A total of 2.5 ng RNA per sample was used as input material for the RNA sample preparation. Sequencing libraries were generated using SRNA Library Construction SOP by BMK-2020 version (BioMarker Technologies, Beijing, China). First, the 3’SR Adaptor was ligated with the RNA. Mixed 3’SR adaptor, RNA and nuclease-free water were incubated for 2 min at 70°C in a preheated thermal cycler. The mixture was then transferred on ice. Then, 3’Ligation Reaction Buffer (2×) and 3’Ligation Enzyme Mix were added to ligate the 3’SR adaptor. In order to prevent the formation of adaptor-dimer, the SR RT Primer was utilized to hybridize with the excess of 3’SR adaptor that remains unbound after the 3’ligation reaction. This hybridization process transforms the single-stranded DNA adaptor into a double-stranded DNA molecule. The double-stranded DNAs are not suitable substrates for ligation-mediated reactions. Then the ligation of the 5’SR Adaptor, followed by the synthesis of the first chain through reverse transcription. Finally, PCR amplification and size selection were performed. For fragment screening, PAGE gel electrophoresis was employed, and rubber cutting was used to recycle the pieces that contained small RNA libraries. Finally, PCR products were purified using AMPure XP system and library quality was assessed on the Agilent Bioanalyzer 2100 system.

Clustering and sequencing

Clustering of the index-coded samples was performed on a cBot Cluster Generation System using TruSeq PE Cluster Kitv3-cBot-HS (Illumina) according to the manufacturer’s instructions. After cluster generation, the library preparations were sequenced on an Illumina platform and reads were generated.

Reads mapping and transcriptomic assembly

Quality control was performed using FastQC (de Sena Brandine and Smith 1874). RNA-seq paired-end reads were aligned to the rice IRGSP-1.0 genome (RAP-DB|HOME ( via TopHat (Trapnell et al. 2009) and assembled via Cufflinks (Trapnell et al. 2010). Prediction and identification of mRNAs, lncRNAs, and circRNAs were performed with visual pipeline described in Fig. 1b. The transcriptome was assembled using the StringTie (, based on the reads that are mapped to the reference genome. The assembled transcripts were annotated using the gffcompare program (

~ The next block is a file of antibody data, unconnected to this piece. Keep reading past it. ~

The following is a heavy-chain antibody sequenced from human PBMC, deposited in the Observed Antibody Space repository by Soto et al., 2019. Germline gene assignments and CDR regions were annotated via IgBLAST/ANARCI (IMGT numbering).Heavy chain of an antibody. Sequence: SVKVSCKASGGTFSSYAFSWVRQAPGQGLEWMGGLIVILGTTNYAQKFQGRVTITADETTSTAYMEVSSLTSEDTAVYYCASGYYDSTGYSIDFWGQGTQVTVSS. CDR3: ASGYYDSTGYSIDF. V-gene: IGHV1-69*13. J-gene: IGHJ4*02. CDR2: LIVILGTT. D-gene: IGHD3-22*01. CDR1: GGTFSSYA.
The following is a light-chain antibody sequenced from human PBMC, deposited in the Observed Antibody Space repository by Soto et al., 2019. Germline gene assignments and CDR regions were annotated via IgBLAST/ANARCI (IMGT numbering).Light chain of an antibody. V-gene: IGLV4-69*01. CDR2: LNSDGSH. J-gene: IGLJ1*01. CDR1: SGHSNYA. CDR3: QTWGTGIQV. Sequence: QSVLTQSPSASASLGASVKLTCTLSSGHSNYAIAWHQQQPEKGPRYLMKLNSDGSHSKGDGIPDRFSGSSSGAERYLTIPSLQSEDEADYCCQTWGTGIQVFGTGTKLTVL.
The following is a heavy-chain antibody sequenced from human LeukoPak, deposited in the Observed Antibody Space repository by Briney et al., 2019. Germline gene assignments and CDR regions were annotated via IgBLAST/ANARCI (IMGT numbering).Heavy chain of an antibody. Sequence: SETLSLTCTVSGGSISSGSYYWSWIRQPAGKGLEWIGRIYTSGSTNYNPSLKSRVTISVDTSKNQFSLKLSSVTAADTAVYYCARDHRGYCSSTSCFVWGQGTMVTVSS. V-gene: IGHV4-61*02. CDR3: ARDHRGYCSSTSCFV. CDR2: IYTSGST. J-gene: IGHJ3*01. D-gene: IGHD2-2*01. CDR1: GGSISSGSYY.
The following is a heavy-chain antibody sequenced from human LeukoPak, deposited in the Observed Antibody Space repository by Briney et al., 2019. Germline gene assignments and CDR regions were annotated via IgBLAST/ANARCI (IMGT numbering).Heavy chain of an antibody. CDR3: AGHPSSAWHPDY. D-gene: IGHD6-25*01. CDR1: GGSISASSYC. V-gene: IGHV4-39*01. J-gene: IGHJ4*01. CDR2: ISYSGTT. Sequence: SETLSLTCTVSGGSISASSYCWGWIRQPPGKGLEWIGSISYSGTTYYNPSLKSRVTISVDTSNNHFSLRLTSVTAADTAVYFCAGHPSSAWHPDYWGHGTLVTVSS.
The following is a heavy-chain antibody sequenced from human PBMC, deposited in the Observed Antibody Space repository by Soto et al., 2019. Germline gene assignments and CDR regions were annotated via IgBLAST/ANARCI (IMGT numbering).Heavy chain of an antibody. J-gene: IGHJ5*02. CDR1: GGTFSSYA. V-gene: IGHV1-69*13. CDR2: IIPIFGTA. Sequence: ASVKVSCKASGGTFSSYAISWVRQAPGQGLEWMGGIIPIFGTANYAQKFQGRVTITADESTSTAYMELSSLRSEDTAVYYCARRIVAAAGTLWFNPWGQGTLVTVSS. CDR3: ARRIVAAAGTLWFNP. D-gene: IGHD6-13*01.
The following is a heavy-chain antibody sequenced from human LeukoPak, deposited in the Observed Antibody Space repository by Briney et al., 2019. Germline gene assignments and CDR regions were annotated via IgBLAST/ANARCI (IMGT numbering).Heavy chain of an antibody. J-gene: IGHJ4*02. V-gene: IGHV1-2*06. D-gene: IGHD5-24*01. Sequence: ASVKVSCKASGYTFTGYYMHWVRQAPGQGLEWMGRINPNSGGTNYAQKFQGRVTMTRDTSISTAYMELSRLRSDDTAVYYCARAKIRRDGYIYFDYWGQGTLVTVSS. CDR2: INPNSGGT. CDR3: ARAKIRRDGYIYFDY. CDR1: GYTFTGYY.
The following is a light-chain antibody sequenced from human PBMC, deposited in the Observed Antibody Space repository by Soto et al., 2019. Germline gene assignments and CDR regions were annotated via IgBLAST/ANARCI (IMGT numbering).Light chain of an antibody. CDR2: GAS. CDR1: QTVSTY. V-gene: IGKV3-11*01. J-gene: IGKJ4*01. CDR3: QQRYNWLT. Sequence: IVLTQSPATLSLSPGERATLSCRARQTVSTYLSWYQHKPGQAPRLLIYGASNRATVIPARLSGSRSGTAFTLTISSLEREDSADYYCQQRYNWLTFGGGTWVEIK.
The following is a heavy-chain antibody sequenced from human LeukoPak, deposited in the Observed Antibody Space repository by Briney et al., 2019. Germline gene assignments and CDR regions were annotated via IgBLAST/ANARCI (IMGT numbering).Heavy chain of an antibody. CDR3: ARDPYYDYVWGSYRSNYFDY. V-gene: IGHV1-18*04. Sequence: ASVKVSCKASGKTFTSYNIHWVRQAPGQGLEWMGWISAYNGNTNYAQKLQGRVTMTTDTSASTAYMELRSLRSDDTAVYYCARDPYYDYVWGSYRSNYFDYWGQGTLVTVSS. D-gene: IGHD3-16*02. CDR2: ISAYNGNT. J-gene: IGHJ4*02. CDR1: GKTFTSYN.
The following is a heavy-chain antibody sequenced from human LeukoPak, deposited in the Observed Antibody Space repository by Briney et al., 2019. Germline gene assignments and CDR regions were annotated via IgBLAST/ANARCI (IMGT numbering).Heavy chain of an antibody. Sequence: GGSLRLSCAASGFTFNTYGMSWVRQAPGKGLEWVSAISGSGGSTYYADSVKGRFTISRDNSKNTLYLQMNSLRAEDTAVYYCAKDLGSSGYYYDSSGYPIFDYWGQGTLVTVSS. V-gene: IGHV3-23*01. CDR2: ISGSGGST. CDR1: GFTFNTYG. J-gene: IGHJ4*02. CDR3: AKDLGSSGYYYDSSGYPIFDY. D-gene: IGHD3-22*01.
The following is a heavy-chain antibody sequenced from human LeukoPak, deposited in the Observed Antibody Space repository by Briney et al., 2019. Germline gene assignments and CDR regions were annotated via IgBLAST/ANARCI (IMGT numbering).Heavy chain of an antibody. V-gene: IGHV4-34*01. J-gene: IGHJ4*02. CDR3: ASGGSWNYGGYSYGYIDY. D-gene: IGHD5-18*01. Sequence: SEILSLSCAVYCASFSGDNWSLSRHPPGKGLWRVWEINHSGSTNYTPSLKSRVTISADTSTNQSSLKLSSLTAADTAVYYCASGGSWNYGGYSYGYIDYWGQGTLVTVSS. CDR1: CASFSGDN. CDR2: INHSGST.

The unknown transcripts were used to screen putative lncRNAs. Three computational approaches including CPC/Pfam/CPAT were combined to sort non-protein coding RNA candidates from putative protein-coding RNAs in the unknown transcripts (Bateman et al. 2004; Kong et al. 2007; Wang et al. 2013). Putative protein-coding RNAs were filtered using minimum length and exon number threshold. Genes with lengths more than 200 nt and contain more than two exons were selected as lncRNA candidates and were further screened using CPC/Pfam/CPAT that can distinguish the protein-coding genes from the non-coding genes. The different types of lncRNAs, including lincRNA, intronic lncRNA, anti-sense lncRNA, sense lncRNA, were selected using cuffcompare program. The unmapped reads were used to predict circRNAs.

We used CIRI2 (CircRNA Identifier) tools (Gao et al. 2015) and find_circ (Memczak et al. 2013) to identify circRNA. It scans SAM files twice and collects sufficient information to identify and characterize circRNAs. Briefly, during the first scan of SAM alignment, CIRI detects junction reads with PCC signals that reflect a circRNA candidate. Preliminary filtering is implemented using paired-end mapping (PEM) and GT-AG splicing signals for junctions. After clustering junction reads and recording each circRNA candidate, CIRI scans the SAM alignment again to detect additional junction reads and meanwhile performs further filtering to eliminate false positive candidates resulting from incorrectly mapped reads of homologous genes or repetitive sequences. Finally, the identified circRNAs are output with annotation information. We used TargetFinder tools ( to predict target miRNA.

Small RNA-Seq data were analyzed using Bowtie ( The generated reads were subjected to sequence alignment against the Silva (!), GtRNAdb (, Rfam (, and Repbase databases (, followed by filtering of ribosomal RNA (rRNA), transfer RNA (tRNA), small nuclear RNA (snRNA), small nucleolar RNA (snoRNA), other non-coding RNA (ncRNA), and repeats. The remaining reads were used to detect known miRNAs and novel miRNAs predicted by comparing with known miRNAs from miRBase ( Randfold tools soft ( was used for novel miRNA secondary structure prediction.

DE mRNAs and ncRNAs analysis

DESeq R package (1.10.1) (Robinson et al. 2010) was utilized to establish the expression levels of all transcripts. The P-value < 0.05 and log2 (fold change, FC) ≥ 1.0 were set as the cut-off criteria for identifying the DE-mRNAs, DE-miRNAs, DE-lncRNAs, and DE-circRNAs.


Total RNAs from leaves before and after inoculation with Xoo was extracted using a TRIzol kit (Invitrogen, USA), and were reverse transcribed into cDNA using an M-MLV RT Kit (Accurate Biotechnology, AG11711, China). For RT of mRNAs and lncRNAs, the oligo(dT) primers were used. For RT of miRNAs, the specific stem-loop primers were used. For RT of circRNAs, total RNAs were treated at 37°C with 3 U/µg of RNase R (Epicentre Biotechnologies, Madison, WI, USA) for 30 min, and the random 6-mer primers were used.

For qPCR, the divergent primers for detecting circRNAs and the convergent primers for detecting linear RNAs were designed using Primer 3 (version 0.4.0) ( The above cDNAs were used as templates for qPCR with SYBR qPCR Real Master Mix (ChamQ Universal, China) on LightCycler 480 (Roche, USA). OseEF1-a was used as the reference gene for mRNAs, lncRNAs, and circRNAs, and U6 was used as the reference gene for miRNAs.